San Jose Mercury News (California)
SACRAMENTO — A consumer group Friday called on Gov. Arnold Schwarzenegger to cancel a New York fundraiser where he is asking donors to contribute a half-million dollars to his main political fund.
The Foundation for Taxpayer and Consumer Rights said the event, hosted by pharmaceutical heir Robert Wood Johnson IV, poses a conflict of interest for Schwarzenegger because California is owed more than $1 billion in rebates from drug companies.
”The public must not perceive that Mr. Johnson’s sponsorship of the most expensive fundraiser in the history of the world will have influenced your decision on this budget matter or on other legislation the pharmaceutical industry lobbies in the state,” wrote Jamie Court, president of the Santa Monica-based group.
Marty Wilson, the governor’s chief fundraiser, said there were no plans to cancel the event.
”Every public figure is concerned about the perception of fundraising and so is Gov. Schwarzenegger,” he said. ”But he has an obligation to raise a substantial sum of money to pass two very important ballot measures, and in California it costs a lot of money to educate voters.”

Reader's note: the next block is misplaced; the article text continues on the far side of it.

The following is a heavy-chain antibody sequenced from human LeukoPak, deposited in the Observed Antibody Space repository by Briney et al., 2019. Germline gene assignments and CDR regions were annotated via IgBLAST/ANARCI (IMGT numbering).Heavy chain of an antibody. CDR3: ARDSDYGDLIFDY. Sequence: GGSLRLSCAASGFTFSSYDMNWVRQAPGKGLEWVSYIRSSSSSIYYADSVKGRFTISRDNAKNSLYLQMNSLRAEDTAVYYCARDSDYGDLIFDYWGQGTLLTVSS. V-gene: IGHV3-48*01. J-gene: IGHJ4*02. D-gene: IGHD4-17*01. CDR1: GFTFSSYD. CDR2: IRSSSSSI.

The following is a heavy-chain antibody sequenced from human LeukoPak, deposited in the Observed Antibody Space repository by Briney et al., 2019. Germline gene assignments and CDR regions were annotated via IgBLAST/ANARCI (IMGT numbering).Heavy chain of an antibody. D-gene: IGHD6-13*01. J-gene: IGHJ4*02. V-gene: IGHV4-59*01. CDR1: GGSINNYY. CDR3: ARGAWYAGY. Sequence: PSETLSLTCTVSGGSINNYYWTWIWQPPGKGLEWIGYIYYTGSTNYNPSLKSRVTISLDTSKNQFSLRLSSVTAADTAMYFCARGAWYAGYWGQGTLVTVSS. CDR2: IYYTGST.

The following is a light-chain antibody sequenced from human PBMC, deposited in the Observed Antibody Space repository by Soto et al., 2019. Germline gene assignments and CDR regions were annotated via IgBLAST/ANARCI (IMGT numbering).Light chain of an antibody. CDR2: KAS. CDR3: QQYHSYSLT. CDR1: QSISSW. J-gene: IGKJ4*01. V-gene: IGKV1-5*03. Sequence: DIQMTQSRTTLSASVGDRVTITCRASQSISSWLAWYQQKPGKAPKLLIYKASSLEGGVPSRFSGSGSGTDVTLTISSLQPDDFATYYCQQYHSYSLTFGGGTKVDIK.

Schwarzenegger is set to make a stop on an East Coast trip to attend the Feb. 24 event at Johnson’s Manhattan home. Participants are being asked to donate at least $50,000 to attend the event and $500,000 to become co-chairs of Schwarzenegger’s political committee.
While Schwarzenegger vowed not to take money from special-interest groups such as Indian tribes with casinos and from public-employee unions, the governor accepts donations from insurance companies, business leaders and energy companies with big stakes in state policy.
Since winning the recall four months ago, Schwarzenegger has raised at least $7.4 million for his political committees. That surpasses his predecessor, Democratic Gov. Gray Davis, who raised about $6.3 million during his first six months in office.
Court called on Schwarzenegger to cancel the fundraiser to remove any perception that the governor might not aggressively pursue $1.3 billion that federal auditors estimate that pharmaceutical companies owe California for Medi-Cal drug reimbursements.
While Johnson holds no position with his family’s famous company, much of his wealth comes from stock he holds in Johnson & Johnson.
Daniel Zingale, Cabinet secretary and head of the Department of Managed Health Care under Davis, said Schwarzenegger should do nothing to jeopardize California’s efforts to get the money it deserves from the politically powerful industry. ”The state is at a disadvantage anyway, and you don’t want politics or fundraising to create even more obstacles to the state getting what it’s due,” he said.
Contact Dion Nissenbaum at dnissenbaum@mercurynews. com or (916) 441-4603